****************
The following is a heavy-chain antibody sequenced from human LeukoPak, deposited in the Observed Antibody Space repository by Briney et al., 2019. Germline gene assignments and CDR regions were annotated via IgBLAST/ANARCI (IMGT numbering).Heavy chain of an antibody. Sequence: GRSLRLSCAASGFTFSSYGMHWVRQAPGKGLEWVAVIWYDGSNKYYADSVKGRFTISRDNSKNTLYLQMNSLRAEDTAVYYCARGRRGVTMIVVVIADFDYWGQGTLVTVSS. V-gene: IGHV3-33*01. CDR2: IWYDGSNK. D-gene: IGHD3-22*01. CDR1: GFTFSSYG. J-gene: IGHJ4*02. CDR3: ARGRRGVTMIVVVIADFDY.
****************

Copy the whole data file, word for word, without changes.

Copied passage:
The following is a heavy-chain antibody sequenced from human LeukoPak, deposited in the Observed Antibody Space repository by Briney et al., 2019. Germline gene assignments and CDR regions were annotated via IgBLAST/ANARCI (IMGT numbering).Heavy chain of an antibody. Sequence: GRSLRLSCAASGFTFSSYGMHWVRQAPGKGLEWVAVIWYDGSNKYYADSVKGRFTISRDNSKNTLYLQMNSLRAEDTAVYYCARGRRGVTMIVVVIADFDYWGQGTLVTVSS. V-gene: IGHV3-33*01. CDR2: IWYDGSNK. D-gene: IGHD3-22*01. CDR1: GFTFSSYG. J-gene: IGHJ4*02. CDR3: ARGRRGVTMIVVVIADFDY.